A riff on Moshe Zadka’s blog post, using new Python features to answer the riddle from the movie Labyrinth. I learned a thing or two!
I didn’t know that Solem, the creator of Celery, is now working at Robinhood, but having used it for a bunch of things while in college, and then again at my last gig, I’m looking forward to testing out his code. From their docs, “Faust provides both stream processing and event processing, sharing similarity with tools such as Kafka Streams” and it runs modern python (3.6+ only) with RocksDB and uvloop under the hood. This is a project I’m very excited to try out.
What kind of patterns arise if we look at the street grids in various cities? It’s not all orthogonal cross streets. Open Street Map data, and the tooling to manipulate it, seems to have evolved a lot since I looked at it a couple of years ago. Big props to Boeing for open sourcing OSMnx and sharing so much of his work. Maybe it’s time for a side project…
There were a bunch of things I love reading about here. There’s history, there’s complexity science (that’s how I got into CS in the first place), there’s python, there’s UX, and more. If you’re interested in the future of education and the spreading of scientific knowledge this is a must read.
Ah, the joy of Python
This is one of those topics that confused me for a long time about Python. Ned’s post is more of a description of the lay of the land than an explanation of how and why things work the way they do in Python, but it has inspired me to go and dig through those bytecode talks he linked to, and learn more about Python internals.
I constantly remind my team to try to get into a beginner’s shoes when writing documentation, and to think carefully of every word they’re using when documenting code. My go to is “What would you think if you read that on your day 1 at the office?” Thinking about this problem at a more macro scale (i.e., all people learning python, not just seasoned engineers learning the ins and outs of a large system they’ll help develop) makes for an interesting change of perspective.
This post, and it’s follow-up made rounds on the python speaking part of the internet this week. It reminded me of Adrien Guillo’s post on the internals of Python strings. The little optimizations that happen under the hood can lead to surprising and unexpected behavior, but once you learn the deterministic rules behind the nice API, it is easy to predict how things will work, and you can use that to your advantage. Now I’m trying to decide how to optimize my current project with string interning.
When I look at demos like these, I wish I had kept learning about differential equations after sophomore year of college. Complexity is awesome, and being able to model these crazy patterns with only a few lines of code would be great.
These one-off explanations of snippets of source code are always enlightening. Coding seems like magic, until you discover that there is not magic, just layers upon layers of well thought out abstractions, each one understandable on its own, but magical as a whole.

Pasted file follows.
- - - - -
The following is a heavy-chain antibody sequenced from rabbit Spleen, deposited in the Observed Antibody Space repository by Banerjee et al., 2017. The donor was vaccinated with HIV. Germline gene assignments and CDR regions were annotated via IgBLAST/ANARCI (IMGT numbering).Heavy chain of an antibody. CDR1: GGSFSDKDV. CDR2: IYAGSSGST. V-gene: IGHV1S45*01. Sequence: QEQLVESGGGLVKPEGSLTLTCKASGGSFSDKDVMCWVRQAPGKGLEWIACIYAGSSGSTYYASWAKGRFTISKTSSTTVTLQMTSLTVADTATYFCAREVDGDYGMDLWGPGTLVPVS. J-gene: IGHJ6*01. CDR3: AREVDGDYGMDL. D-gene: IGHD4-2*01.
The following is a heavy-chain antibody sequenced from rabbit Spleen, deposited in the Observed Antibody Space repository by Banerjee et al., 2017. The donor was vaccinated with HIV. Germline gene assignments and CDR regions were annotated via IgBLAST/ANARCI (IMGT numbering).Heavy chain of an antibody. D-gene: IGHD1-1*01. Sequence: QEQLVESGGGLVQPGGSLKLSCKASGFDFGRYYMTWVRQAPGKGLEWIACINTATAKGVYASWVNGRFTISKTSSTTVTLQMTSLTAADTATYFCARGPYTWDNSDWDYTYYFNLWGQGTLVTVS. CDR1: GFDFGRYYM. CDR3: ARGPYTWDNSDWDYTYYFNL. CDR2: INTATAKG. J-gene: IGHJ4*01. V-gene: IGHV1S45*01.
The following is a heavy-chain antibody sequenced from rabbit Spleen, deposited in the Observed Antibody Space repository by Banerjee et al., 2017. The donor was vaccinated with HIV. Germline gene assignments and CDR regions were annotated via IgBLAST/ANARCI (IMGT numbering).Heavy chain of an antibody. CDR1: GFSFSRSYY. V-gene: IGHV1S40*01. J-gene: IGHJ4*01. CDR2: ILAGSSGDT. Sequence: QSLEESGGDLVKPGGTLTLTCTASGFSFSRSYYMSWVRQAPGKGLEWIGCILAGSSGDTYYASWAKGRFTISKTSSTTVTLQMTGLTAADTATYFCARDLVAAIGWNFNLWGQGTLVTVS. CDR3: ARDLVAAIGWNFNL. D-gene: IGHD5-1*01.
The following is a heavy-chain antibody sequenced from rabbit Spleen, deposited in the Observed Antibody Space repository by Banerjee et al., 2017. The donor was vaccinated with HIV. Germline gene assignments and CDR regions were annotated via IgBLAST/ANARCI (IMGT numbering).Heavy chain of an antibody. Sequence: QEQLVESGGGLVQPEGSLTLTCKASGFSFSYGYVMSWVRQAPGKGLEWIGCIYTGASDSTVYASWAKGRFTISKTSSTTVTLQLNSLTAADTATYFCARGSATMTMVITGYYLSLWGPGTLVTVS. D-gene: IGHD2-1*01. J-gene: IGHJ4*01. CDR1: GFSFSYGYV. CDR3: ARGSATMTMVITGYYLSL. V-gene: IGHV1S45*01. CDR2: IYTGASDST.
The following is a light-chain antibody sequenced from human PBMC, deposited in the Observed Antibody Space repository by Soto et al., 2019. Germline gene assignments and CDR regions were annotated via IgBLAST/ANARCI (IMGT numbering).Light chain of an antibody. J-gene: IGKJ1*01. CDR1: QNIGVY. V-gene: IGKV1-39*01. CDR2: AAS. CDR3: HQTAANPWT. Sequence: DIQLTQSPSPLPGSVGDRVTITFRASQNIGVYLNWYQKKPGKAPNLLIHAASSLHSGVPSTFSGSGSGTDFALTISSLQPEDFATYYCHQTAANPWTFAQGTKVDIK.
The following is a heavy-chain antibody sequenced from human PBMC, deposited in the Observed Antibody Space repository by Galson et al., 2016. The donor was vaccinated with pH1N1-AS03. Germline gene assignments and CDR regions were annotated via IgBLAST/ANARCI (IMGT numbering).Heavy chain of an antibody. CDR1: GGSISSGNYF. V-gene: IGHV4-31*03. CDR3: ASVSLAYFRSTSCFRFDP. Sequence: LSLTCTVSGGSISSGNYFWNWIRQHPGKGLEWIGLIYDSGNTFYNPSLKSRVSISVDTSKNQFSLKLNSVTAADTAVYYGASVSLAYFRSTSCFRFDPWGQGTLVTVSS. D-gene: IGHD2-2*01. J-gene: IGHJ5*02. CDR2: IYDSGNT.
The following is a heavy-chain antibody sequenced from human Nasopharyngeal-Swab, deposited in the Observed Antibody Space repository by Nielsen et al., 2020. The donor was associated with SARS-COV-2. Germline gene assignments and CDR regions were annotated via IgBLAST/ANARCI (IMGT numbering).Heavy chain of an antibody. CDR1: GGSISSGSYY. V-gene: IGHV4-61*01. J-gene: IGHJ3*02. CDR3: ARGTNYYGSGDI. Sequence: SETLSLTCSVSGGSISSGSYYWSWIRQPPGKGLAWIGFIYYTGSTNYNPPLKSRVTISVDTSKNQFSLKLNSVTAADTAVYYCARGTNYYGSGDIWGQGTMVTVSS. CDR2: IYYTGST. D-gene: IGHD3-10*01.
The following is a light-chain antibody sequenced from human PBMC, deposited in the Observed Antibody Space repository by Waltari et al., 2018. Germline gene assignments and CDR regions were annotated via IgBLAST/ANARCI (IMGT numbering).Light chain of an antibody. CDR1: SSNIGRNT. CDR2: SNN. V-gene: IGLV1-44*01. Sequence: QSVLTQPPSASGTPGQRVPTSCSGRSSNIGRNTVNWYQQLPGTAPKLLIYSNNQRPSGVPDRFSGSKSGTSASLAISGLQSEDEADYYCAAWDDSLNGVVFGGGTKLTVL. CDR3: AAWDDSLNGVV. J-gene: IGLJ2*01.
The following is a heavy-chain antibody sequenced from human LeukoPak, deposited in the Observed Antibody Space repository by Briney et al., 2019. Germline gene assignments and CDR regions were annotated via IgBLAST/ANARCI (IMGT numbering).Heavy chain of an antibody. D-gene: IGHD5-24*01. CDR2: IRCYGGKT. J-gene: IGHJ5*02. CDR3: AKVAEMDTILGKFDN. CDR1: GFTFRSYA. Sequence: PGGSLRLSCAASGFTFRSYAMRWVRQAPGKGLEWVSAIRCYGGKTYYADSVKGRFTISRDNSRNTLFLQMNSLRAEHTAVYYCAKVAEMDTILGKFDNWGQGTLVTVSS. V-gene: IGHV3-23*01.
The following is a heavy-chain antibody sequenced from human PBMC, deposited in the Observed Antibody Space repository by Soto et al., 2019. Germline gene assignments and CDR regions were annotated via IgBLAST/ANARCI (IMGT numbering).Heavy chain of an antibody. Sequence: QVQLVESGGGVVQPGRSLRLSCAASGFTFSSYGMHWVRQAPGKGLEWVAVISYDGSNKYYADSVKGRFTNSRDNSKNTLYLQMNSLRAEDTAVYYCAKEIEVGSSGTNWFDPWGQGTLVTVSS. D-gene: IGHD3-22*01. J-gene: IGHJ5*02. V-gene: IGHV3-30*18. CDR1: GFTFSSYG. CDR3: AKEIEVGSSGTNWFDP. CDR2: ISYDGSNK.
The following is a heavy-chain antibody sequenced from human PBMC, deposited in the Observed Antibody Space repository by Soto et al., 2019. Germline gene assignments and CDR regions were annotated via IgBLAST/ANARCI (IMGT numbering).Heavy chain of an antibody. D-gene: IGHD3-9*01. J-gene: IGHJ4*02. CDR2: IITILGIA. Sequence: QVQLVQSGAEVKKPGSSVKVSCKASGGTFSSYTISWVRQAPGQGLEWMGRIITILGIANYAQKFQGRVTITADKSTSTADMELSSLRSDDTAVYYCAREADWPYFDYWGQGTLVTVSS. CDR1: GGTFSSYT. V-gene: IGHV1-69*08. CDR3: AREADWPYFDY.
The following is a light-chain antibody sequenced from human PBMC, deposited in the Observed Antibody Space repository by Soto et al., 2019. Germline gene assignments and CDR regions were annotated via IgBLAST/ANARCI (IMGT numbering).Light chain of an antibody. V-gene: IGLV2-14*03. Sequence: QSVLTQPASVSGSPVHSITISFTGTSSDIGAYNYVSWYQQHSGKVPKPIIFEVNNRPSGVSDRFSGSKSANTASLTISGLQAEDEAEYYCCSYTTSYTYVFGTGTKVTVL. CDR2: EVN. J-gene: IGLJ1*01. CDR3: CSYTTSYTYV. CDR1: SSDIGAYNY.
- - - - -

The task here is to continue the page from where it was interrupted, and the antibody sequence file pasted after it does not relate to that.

Urban development is super interesting, and thinking of how cities work by looking at their layouts is a good exercise. I wish I had worked more with geographic data while I was in the Apple Maps team. This seems like a neat library, and the fact that it is based on networkx makes me even more curious. There might be a side project brewing here.
Using short code snippets, and a bag of mixed nuts as the motivating example, Bozonier explains a complex probabilty concept.
I’ve never even thought that disabling garbage collection could be a sensible option. It’s always fun to see how people can take a deep-dive into the inner workings of their toolchain and come out with this kind of performance boost. Questioning basic assumptions can be a good idea.
When Brett started posting a bunch of polls on how people use various Python libraries for HTTP requests, I knew he was up to something good.
I’d wager that this is the hardest problem in all human endeavors, and not just in CS. Communication is hard, and while language helps us share our ideas, it is nearly impossible to be sure that the message we wanted to get across was properly conveyed.
Another cool project on image processing by Zucker. Code that solves a real problem, however tiny, is always worth reading.
In python, everything is a dict. Understanding how they work is really important, beyond the basic idea of hashing keys and mapping to values. This article by should be required reading.
I have been helping a friend level up his python recently, focusing on web development with Flask. One of his first questions? “What does @app.route, do?”
Another in depth look at modern solutions to artificial intelligence and problem solving. As usual, Karpathy makes complex ideas understandable, this time using OpenAI’s Gym to play Pong.
The application of these simple machine learning concepts keep impressing me more and more. Autoencoders are a very simple idea. If anything, click through to see the side-by-side video.
Few times does a post involving convoluted math and programming seem so clear. The diagrams help a lot, and the jump to 2D is mindblowing.
A very cool project. Can’t go wrong with mapping + Python + 3D Printing.
The machine learning inspired cousin to Fizz Buzz in Too Much Detail. You shouldn’t miss this one, even if your knowledge of ML is minimal.